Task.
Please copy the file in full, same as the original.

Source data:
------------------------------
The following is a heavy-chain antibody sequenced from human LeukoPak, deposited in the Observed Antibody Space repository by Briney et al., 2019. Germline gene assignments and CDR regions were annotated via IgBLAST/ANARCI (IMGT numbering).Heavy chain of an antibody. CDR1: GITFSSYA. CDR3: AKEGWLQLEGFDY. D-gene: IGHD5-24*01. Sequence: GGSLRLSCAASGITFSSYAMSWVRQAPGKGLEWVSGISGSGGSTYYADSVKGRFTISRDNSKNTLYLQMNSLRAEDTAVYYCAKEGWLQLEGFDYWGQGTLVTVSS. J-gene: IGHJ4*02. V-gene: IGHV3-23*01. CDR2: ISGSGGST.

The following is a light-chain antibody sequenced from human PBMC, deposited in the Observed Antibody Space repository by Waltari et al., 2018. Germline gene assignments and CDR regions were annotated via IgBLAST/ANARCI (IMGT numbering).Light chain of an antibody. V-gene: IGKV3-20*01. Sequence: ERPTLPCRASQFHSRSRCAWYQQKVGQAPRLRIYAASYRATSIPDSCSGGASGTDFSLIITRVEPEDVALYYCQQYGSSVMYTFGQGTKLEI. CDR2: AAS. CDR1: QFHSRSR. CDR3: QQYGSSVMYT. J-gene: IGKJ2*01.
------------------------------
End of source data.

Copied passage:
The following is a heavy-chain antibody sequenced from human LeukoPak, deposited in the Observed Antibody Space repository by Briney et al., 2019. Germline gene assignments and CDR regions were annotated via IgBLAST/ANARCI (IMGT numbering).Heavy chain of an antibody. CDR1: GITFSSYA. CDR3: AKEGWLQLEGFDY. D-gene: IGHD5-24*01. Sequence: GGSLRLSCAASGITFSSYAMSWVRQAPGKGLEWVSGISGSGGSTYYADSVKGRFTISRDNSKNTLYLQMNSLRAEDTAVYYCAKEGWLQLEGFDYWGQGTLVTVSS. J-gene: IGHJ4*02. V-gene: IGHV3-23*01. CDR2: ISGSGGST.

The following is a light-chain antibody sequenced from human PBMC, deposited in the Observed Antibody Space repository by Waltari et al., 2018. Germline gene assignments and CDR regions were annotated via IgBLAST/ANARCI (IMGT numbering).Light chain of an antibody. V-gene: IGKV3-20*01. Sequence: ERPTLPCRASQFHSRSRCAWYQQKVGQAPRLRIYAASYRATSIPDSCSGGASGTDFSLIITRVEPEDVALYYCQQYGSSVMYTFGQGTKLEI. CDR2: AAS. CDR1: QFHSRSR. CDR3: QQYGSSVMYT. J-gene: IGKJ2*01.